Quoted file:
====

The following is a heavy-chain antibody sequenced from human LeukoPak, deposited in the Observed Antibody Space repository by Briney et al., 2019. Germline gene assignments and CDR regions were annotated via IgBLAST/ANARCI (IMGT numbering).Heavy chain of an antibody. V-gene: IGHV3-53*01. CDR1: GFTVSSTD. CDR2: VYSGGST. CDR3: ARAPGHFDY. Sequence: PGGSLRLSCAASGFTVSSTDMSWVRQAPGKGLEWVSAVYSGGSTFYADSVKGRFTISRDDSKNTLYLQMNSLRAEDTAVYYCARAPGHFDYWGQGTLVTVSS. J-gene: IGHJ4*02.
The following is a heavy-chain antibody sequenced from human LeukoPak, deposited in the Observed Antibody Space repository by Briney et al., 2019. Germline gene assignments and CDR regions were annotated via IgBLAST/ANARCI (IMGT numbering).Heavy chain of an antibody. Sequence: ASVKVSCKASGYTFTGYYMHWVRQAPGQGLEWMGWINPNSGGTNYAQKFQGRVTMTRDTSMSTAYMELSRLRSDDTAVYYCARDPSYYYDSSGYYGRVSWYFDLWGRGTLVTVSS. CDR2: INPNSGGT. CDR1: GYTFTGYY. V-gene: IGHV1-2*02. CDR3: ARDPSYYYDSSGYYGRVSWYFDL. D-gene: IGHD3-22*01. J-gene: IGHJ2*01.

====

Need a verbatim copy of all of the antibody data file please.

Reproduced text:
The following is a heavy-chain antibody sequenced from human LeukoPak, deposited in the Observed Antibody Space repository by Briney et al., 2019. Germline gene assignments and CDR regions were annotated via IgBLAST/ANARCI (IMGT numbering).Heavy chain of an antibody. V-gene: IGHV3-53*01. CDR1: GFTVSSTD. CDR2: VYSGGST. CDR3: ARAPGHFDY. Sequence: PGGSLRLSCAASGFTVSSTDMSWVRQAPGKGLEWVSAVYSGGSTFYADSVKGRFTISRDDSKNTLYLQMNSLRAEDTAVYYCARAPGHFDYWGQGTLVTVSS. J-gene: IGHJ4*02.
The following is a heavy-chain antibody sequenced from human LeukoPak, deposited in the Observed Antibody Space repository by Briney et al., 2019. Germline gene assignments and CDR regions were annotated via IgBLAST/ANARCI (IMGT numbering).Heavy chain of an antibody. Sequence: ASVKVSCKASGYTFTGYYMHWVRQAPGQGLEWMGWINPNSGGTNYAQKFQGRVTMTRDTSMSTAYMELSRLRSDDTAVYYCARDPSYYYDSSGYYGRVSWYFDLWGRGTLVTVSS. CDR2: INPNSGGT. CDR1: GYTFTGYY. V-gene: IGHV1-2*02. CDR3: ARDPSYYYDSSGYYGRVSWYFDL. D-gene: IGHD3-22*01. J-gene: IGHJ2*01.